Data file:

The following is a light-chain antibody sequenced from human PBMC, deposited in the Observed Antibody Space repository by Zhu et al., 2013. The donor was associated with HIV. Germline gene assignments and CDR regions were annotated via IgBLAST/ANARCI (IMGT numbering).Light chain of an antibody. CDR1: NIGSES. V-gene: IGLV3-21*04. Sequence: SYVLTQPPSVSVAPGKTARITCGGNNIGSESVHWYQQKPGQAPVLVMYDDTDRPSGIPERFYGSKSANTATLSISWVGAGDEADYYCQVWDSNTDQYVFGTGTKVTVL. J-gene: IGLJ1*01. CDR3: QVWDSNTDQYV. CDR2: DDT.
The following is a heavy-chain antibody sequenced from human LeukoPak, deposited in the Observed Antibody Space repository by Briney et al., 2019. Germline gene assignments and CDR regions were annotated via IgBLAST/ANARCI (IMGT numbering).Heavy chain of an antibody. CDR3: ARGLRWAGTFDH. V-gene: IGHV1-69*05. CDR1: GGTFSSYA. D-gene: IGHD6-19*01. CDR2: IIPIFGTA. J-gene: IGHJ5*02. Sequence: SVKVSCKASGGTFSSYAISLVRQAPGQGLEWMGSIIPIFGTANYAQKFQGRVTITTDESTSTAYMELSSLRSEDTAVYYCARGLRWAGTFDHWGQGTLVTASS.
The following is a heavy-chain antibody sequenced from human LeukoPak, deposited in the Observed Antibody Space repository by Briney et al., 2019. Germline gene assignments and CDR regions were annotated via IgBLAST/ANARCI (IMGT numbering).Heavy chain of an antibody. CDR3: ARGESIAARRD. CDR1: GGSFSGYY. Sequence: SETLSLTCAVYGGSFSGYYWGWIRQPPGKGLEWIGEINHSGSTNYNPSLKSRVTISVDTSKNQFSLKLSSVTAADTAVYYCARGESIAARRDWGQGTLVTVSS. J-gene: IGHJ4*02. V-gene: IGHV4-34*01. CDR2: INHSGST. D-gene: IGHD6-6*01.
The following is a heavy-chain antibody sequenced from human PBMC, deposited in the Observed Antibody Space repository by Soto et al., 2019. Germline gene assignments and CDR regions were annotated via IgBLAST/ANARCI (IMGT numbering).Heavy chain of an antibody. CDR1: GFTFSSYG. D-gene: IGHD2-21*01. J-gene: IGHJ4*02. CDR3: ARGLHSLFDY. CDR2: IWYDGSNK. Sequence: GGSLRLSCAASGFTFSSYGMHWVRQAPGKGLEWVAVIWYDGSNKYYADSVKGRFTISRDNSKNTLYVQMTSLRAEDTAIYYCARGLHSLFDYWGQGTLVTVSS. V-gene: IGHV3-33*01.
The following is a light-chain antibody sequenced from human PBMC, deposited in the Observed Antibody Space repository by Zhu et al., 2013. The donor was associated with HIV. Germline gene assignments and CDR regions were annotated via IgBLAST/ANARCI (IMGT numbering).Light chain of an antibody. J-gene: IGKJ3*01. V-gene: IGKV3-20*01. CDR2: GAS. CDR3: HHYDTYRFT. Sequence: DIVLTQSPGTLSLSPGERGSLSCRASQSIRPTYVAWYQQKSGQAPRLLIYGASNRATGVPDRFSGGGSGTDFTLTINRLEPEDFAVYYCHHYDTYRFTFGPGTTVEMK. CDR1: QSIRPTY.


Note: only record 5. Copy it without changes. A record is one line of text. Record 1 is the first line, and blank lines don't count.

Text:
The following is a light-chain antibody sequenced from human PBMC, deposited in the Observed Antibody Space repository by Zhu et al., 2013. The donor was associated with HIV. Germline gene assignments and CDR regions were annotated via IgBLAST/ANARCI (IMGT numbering).Light chain of an antibody. J-gene: IGKJ3*01. V-gene: IGKV3-20*01. CDR2: GAS. CDR3: HHYDTYRFT. Sequence: DIVLTQSPGTLSLSPGERGSLSCRASQSIRPTYVAWYQQKSGQAPRLLIYGASNRATGVPDRFSGGGSGTDFTLTINRLEPEDFAVYYCHHYDTYRFTFGPGTTVEMK. CDR1: QSIRPTY.